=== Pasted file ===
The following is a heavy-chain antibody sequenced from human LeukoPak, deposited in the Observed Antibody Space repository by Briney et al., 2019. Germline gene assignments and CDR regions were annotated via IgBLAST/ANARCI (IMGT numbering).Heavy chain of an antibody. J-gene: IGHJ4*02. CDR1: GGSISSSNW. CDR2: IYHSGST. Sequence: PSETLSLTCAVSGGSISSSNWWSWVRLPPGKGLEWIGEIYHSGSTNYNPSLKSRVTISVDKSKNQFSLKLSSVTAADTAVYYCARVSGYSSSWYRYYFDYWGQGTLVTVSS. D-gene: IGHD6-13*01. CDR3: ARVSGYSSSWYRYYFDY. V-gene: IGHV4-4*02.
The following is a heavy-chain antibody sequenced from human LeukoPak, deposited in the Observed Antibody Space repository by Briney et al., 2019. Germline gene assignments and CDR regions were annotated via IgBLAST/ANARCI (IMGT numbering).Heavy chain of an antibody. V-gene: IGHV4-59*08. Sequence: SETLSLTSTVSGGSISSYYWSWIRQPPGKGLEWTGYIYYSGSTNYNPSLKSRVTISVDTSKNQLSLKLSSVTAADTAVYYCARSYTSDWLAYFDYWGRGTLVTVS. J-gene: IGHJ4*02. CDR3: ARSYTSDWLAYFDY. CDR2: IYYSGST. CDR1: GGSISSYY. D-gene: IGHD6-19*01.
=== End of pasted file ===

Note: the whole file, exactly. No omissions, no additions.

The following is a heavy-chain antibody sequenced from human LeukoPak, deposited in the Observed Antibody Space repository by Briney et al., 2019. Germline gene assignments and CDR regions were annotated via IgBLAST/ANARCI (IMGT numbering).Heavy chain of an antibody. J-gene: IGHJ4*02. CDR1: GGSISSSNW. CDR2: IYHSGST. Sequence: PSETLSLTCAVSGGSISSSNWWSWVRLPPGKGLEWIGEIYHSGSTNYNPSLKSRVTISVDKSKNQFSLKLSSVTAADTAVYYCARVSGYSSSWYRYYFDYWGQGTLVTVSS. D-gene: IGHD6-13*01. CDR3: ARVSGYSSSWYRYYFDY. V-gene: IGHV4-4*02.
The following is a heavy-chain antibody sequenced from human LeukoPak, deposited in the Observed Antibody Space repository by Briney et al., 2019. Germline gene assignments and CDR regions were annotated via IgBLAST/ANARCI (IMGT numbering).Heavy chain of an antibody. V-gene: IGHV4-59*08. Sequence: SETLSLTSTVSGGSISSYYWSWIRQPPGKGLEWTGYIYYSGSTNYNPSLKSRVTISVDTSKNQLSLKLSSVTAADTAVYYCARSYTSDWLAYFDYWGRGTLVTVS. J-gene: IGHJ4*02. CDR3: ARSYTSDWLAYFDY. CDR2: IYYSGST. CDR1: GGSISSYY. D-gene: IGHD6-19*01.